No twitchy lack of directional stability (although, granted, the directional stability is not stoic), no irritating drones, no vibrations - this is ensured by low and extremely comfortable bucket seats, suitably responsive dampers with two modes and a full, warm sound, whereby the very stern undertone reminds the driver of the concealed performance values. Indeed, the Ferrari F12, weighing just over 1.7 tonnes, breaks down the 100 km/h wall in 3.2 seconds, reaching double this speed in just a further 5.9 seconds and can reach a top speed of 340 km/h. Good grief! Seems like an illusion in normal traffic.
Removed from the lethargy of conversation, the sheer power and the overall experience of the Ferrari F12 can now, however, be enjoyed. For when the drive system, control electronics and chassis work together in Race mode - along with the transmission system in Manual mode, the Ferrari truly reveals its true self to its driver. It shows him how repugnant it finds that extra tenth and hundredth of a second, striving to keep lap times to a minimum. Merely thinking about accelerating causes the V12 to snap into action. Immediate, solid. No, this isn't something that all of the best turbo engines within the supercar scene are capable of. Even in the low rev range, the drive system rampages boisterously: 5,000, 6,000, 7,000 rpm, no hesitation, it keeps going, right up to 8,700 revolutions per minute - what a ride. Then, click, the next gear, the red LEDs at the top of the steering wheel rim are already glaring in your eyes.
Only in a naturally aspirated engine can the performance be so finely modulated in this way, like slicing fresh truffles into wafer-thin slices, onto home-made pasta - enough said. This is particularly helpful in finding a suitable, perhaps even optimal line on the racetrack. The very carefully tuned control electronics are likewise helpful. When they kick in, you realise that you definitely couldn't go faster without them. Or you'd just end up in the surrounding shrubs. Want to switch them off? Of course, that's possible too. Then the electronically controlled limited slip differential of the Ferrari F12 has to take care of the traction on its own, which it manages with aplomb. And the grip level at the front axle is no less impressive, in fact it is every bit as impressive.Precise cornering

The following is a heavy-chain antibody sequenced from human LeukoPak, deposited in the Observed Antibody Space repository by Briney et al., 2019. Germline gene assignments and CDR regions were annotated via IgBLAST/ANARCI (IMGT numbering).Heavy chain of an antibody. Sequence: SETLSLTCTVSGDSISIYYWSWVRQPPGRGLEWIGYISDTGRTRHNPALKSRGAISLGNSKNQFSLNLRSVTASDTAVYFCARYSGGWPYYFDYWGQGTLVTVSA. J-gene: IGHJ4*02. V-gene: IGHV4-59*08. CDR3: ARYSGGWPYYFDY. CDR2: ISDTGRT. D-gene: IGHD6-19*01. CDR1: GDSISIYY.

Although the Ferrari F12 allows comparatively pronounced chassis movements, the steering responds directly at almost any speed, like a heavy weight boxing champion dodging left and right hooks (have a look for the similarities yourself, there are plenty of them) . Indeed, this takes some getting used to, but ultimately results in valiant drive dynamic values - without all-wheel drive or steering. The Ferrari F12 gives the feeling of driving a car in the weight class below. It seems unshakably firm and precise. Understeer Under... what? Oversteer, yes, this is something it is familiar with and can deliver, if the driver wants. If not? Then the F12 remains neutral. And fast, very fast, all the time. Even when it appears harmless on the long stretches of the course, you should keep its performance ability in mind, don't let yourself be distracted. By the genuinely scary operating controls for example, with ten buttons on the steering wheel alone. If a steering wheel and pedals were not essential, Ferrari would presumably have also hidden them in one of the sub-menus in the two small monitors beside the rev counter.
What's more, you should not focus too much on the details inside the vehicle, certain instances of carelessness in the finish could have a negative effect on your heart rate, blood pressure and complexion – even more so than the trundling motor home. Nevertheless, the Ferrari F12 now takes the next exit off the road and in so doing casts off its very level-headed character, which has remained on display until precisely this moment. At least for the next few corners.
Date26 January 2015